Now that we’ve disclosed the identity of the 24 finalists of the 2022 Fashion Trust Arabia Prize, let’s continue to dig a little deeper and discover exactly who they are. After the Ready-to-Wear and the Accessories nominees, today will be devoted to an ever-competitive and scrutinized category: The Debut Talent Prize. Competing this year are Lebanese Claudia Khachan, Yemeni Kazna Asker, Moroccan Mohammed El Marnissi and Algerian Rayana Boulila.

Here, we’ll discover why they decided to apply to this year’s FTA Prize, and uncover everything about their relationship with fashion, how they think about it and how they see the industry as a whole.

Who will succeed the unforgettable Abdelgader El Tayeb, the winner of last year’s edition? The pressure is already on!

CLAUDIA KHACHAN: “THERE IS NOT ENOUGH COLLABORATION BETWEEN DESIGNERS IN THE MENA REGION.”

1/ What pushed you to send in your submission to this year’s FTA Prize? What do you expect from this experience?

Towards the end of my third and final year of my studies, after sharing my work among my personal circles, my dearest teachers and friends pushed me and encouraged me to submit to FTA and to share my work with a bigger audience. Even though I was a bit hesitant and nervous, I really wanted to share my experience, and this is when I took the decision to do so. I don’t expect anything, I really just want to enjoy this journey while being happy and grateful to be able to grow in this direction and I hope my work will touch people.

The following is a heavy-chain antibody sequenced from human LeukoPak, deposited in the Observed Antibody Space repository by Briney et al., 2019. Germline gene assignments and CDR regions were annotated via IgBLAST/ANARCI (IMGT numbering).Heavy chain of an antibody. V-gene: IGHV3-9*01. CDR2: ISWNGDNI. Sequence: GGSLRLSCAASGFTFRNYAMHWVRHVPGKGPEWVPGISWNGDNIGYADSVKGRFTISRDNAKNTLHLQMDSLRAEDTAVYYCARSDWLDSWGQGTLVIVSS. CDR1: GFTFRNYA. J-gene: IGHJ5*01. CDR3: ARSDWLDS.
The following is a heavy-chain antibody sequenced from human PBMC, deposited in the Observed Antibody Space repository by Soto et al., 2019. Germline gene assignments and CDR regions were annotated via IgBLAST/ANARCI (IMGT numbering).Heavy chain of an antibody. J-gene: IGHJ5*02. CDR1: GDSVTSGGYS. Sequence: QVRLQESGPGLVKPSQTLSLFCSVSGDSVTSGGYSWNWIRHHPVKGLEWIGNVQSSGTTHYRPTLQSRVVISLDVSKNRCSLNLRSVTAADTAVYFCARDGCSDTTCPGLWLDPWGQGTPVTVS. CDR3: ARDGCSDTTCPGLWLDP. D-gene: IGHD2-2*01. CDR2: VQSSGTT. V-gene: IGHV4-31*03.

2/ What was the first object related to fashion (a piece of clothing, jewelry, an accessory…) that dazzled you when you were a kid, and why?

When I was 12 years old, I discovered a small room in the basement of my grandmother’s house filled with 35 x 15cm rectangle boxes, stacked one on top of the other. I opened one of them and found a red tie. I knew my grandfather ran his own tie atelier back in the 80’s and I knew his business was affected by the [Lebanese] Civil War, and he almost went out of business; but I had no idea that his pieces were still stored in the basement until that day. This red tie made me ask a lot of questions.

This is how my curiosity as a 12-year-old grew into a passion, and later dedication, to the fashion world.

3/ What was the trigger that made you realize that you wanted to be a fashion designer and nothing else?

Growing up in a very strict school, we were all dressed the same. I wanted to experiment and I loved having fun at home, in my room, dressing up and imagining being someone I really wanted to be when I grew up. With the debut of the Internet era, I was mesmerized, I could finally share these characters I used to create for myself with the world, all through a screen.

As a shy teenager, I had one goal, reinventing myself and deconstructing the codes by which we live, which was hard to do at the time. Fashion was, and still is, my answer.

4/ Which fashion designer, Arab or international, inspired you, and why?

Martin Margiela is one of the designers who inspired me a lot, and still inspires me every day, not through his garments themselves, but through his way of thinking about a garment throughout its making. He personally made me rethink fashion as a whole.